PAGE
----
Fully Integrated Circuits Successfully Printed Directly onto Fabric

If wearable electronics are to become commonplace, a breakthrough is required which allows them to be washable, stretchable and breathable. Using conventional inkjet techniques which are cheap, safe and environmentally friendly, researchers recently reported the successful printing of 2D material, creating integrated electronic circuits, directly onto fabrics.

Dengue infection, atherosclerosis, global warming, Cardiovascular diseases, cancer, regenerative medicine, cancer, high-performance chips, drug delivery, human brain, healthy weight loss, electric ferries, Blood pressure, eye diseases, innovative system, plastic pollution, Zika virus, sandfly-borne disease, implants, Volcanic ash, 3D-printed propeller blade, Amyotrophic Lateral Sclerosis, humanoid, folate deficiency, flooded mines, Alzheimer’s, Cranberries, type 1 diabetes, graphene mass production, Internet of Things, search engine, autonomous driving, Foodborne diseases, hydrogen generation, Human Cell Division, Borneo cave, cannabis-based drugs, laser material, GHz signals, corals, Hydrogen Production, tidal renewable energy, Antibiotic-Free Treatment, mental disorders, cancer, Synthetic Biology Research, Parkinson’s, Turbine Technology, Chronic Lung Disease, smart technology, Water monitoring device, aircraft wing design, energy consumed, Climate Change, Rett Syndrome, Perovskite-silicon solar cell, Low Back Pain, Heart Valves Implanted, heat pump, Floating device, honeybee, Workplace with Robots, power devices, Railway Sleepers, Minor cereals, paralysed, fibre optic, ultra-thin membranes, cold on a plane, diabetes genes, microcapsules, Electromagnetic radiation, Cold-loving bacteria, Artificial intelligence, Silicon Chips, Magnetic E-Skins, dog, climate change, Intestinal worms, antisocial behaviour, immune system, Bicarbonate, Neonatal seizures, insects, Alzheimer's disease, photovoltaic, Integrated Circuits, stress, human intelligence, quantum, OLED, smart glass, magnetic devices, mites, breathing monitor, spider silk, Cetaceans, Alzheimer, MNS robots, blindpad, photonics, remote medical diagnostic, sensors, Photovoltaic Panels, Alzheimer’s Disease, cancer, WINESENSE, combustion, multiple myeloma, sugar and mood, arctic waters, ultrawine, heliospheric, lunar exploration, Brain Diseases, fingertips, trees, earthquakes, gene therapies, climate change, nuclear waste, quantum, brain diseases, solar power, pulmonary disease, solidification, global warming, photovoltaic cells, drone, antiobiotic-resistant bacteria, Graphene, energy efficiency, magnetic data storage, immunology, Genetic plant, Antarctic, Alzheimer, Magnetic attraction, Huntington’s disease, bone repair, earthquakes, photonic crystals, brain, immunodeficiency, Internet of Things, spinal cord injuries, Dietary restriction, Bacterial DNA, NEUROMICS, huntington's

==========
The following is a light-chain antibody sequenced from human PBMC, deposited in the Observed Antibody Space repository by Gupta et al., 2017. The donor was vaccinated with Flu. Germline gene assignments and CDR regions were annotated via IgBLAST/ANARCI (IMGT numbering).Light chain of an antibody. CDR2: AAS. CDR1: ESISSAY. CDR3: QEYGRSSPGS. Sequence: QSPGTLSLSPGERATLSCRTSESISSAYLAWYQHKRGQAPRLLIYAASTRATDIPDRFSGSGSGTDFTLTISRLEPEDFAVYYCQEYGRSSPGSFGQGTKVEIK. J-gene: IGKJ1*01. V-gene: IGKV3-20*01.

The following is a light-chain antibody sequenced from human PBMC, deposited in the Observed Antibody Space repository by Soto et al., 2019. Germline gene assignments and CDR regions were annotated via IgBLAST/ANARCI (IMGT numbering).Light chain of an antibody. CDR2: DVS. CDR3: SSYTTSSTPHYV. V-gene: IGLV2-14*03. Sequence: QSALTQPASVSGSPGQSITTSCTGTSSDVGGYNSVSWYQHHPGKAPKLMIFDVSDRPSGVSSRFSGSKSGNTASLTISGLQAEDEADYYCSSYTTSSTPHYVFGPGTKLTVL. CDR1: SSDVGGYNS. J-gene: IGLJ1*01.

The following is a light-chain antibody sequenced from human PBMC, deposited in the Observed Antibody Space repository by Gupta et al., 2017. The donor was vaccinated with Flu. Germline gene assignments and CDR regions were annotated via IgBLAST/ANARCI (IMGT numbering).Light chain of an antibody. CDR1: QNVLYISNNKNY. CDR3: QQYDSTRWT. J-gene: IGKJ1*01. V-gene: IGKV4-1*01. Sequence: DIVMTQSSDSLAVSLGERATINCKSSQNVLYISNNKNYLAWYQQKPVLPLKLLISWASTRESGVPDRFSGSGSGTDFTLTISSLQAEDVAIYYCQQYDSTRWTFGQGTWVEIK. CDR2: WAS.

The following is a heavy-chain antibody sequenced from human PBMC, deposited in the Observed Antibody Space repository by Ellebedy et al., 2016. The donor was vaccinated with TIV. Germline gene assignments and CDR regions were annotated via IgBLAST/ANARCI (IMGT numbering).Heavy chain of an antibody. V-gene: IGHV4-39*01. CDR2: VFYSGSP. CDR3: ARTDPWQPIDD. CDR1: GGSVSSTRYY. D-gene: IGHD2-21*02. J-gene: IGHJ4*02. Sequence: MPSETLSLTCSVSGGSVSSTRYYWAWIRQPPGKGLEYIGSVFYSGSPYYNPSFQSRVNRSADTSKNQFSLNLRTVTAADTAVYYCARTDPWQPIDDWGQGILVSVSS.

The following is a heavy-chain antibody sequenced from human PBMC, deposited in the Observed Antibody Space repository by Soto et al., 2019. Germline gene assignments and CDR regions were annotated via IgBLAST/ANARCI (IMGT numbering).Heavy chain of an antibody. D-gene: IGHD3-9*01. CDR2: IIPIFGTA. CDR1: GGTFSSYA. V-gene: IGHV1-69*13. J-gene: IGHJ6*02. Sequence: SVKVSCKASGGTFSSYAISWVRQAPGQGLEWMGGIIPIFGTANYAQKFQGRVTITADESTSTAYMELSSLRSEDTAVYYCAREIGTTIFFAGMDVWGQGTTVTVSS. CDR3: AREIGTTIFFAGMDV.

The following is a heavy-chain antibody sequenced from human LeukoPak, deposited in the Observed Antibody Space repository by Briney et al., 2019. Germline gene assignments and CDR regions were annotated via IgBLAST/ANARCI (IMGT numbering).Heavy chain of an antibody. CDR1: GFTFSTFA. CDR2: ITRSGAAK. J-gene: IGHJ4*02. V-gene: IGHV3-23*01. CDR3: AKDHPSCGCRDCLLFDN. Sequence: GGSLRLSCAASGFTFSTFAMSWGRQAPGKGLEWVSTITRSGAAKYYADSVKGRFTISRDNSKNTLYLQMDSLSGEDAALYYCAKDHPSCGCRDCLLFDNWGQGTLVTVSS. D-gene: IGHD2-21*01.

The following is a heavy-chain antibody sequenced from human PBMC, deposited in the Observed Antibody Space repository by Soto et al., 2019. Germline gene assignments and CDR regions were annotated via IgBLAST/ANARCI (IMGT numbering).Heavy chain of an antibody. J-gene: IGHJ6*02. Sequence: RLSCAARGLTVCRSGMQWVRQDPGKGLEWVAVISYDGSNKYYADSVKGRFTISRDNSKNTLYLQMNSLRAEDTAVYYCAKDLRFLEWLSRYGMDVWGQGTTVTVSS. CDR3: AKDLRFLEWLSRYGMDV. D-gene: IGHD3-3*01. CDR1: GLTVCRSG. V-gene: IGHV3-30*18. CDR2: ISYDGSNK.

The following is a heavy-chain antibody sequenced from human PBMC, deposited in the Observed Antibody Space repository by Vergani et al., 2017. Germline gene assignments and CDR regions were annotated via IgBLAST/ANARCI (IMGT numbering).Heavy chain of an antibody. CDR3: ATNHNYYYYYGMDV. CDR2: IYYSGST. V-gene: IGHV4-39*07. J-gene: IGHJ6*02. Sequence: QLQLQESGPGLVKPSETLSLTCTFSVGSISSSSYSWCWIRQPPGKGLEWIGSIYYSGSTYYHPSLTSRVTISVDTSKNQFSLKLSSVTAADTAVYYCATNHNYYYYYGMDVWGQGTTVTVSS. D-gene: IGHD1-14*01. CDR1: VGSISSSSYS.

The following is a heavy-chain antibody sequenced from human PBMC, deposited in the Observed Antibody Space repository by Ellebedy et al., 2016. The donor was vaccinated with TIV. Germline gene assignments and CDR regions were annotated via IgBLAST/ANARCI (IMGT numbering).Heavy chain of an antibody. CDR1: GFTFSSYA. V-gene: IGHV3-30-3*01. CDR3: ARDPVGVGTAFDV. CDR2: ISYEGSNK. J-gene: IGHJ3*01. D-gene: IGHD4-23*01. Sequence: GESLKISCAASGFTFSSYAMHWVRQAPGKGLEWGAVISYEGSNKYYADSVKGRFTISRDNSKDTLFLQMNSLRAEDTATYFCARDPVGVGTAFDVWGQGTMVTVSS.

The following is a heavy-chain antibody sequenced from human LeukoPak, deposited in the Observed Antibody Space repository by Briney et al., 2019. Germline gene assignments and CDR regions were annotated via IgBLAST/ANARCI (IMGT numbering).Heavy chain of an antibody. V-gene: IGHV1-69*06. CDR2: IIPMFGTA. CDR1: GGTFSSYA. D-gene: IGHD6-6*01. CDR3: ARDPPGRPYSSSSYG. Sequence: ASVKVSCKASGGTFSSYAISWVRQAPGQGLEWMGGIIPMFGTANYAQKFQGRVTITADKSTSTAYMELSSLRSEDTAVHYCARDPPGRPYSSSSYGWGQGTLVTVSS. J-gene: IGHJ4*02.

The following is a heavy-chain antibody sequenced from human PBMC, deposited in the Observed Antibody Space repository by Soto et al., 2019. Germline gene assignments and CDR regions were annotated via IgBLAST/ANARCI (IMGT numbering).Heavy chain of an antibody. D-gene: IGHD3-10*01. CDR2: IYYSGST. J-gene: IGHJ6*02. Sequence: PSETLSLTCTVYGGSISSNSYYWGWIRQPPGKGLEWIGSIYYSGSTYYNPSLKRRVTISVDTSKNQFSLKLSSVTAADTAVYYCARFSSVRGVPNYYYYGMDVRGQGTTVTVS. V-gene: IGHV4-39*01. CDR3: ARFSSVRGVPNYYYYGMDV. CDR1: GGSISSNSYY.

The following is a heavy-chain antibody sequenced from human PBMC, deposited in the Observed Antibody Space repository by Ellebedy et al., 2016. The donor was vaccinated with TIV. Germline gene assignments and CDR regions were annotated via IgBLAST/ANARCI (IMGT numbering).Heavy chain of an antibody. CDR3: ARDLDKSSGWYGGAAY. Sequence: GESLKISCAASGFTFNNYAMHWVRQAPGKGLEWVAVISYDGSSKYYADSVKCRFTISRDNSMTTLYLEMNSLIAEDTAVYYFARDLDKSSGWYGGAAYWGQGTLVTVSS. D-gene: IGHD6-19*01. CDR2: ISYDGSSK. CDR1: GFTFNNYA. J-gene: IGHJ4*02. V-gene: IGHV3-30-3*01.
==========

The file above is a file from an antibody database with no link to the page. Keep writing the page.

Researchers have successfully printed two-dimensional materials such as graphene (a single layer of carbon in a hexagonal lattice), directly onto textiles, enabling the production of wearable integrated electronic circuits. The inkjet printing process used was based on standard techniques which helps keep the production of these new fabric-based electronic devices sustainable, low-cost and scalable.

Perfecting the 2D material printing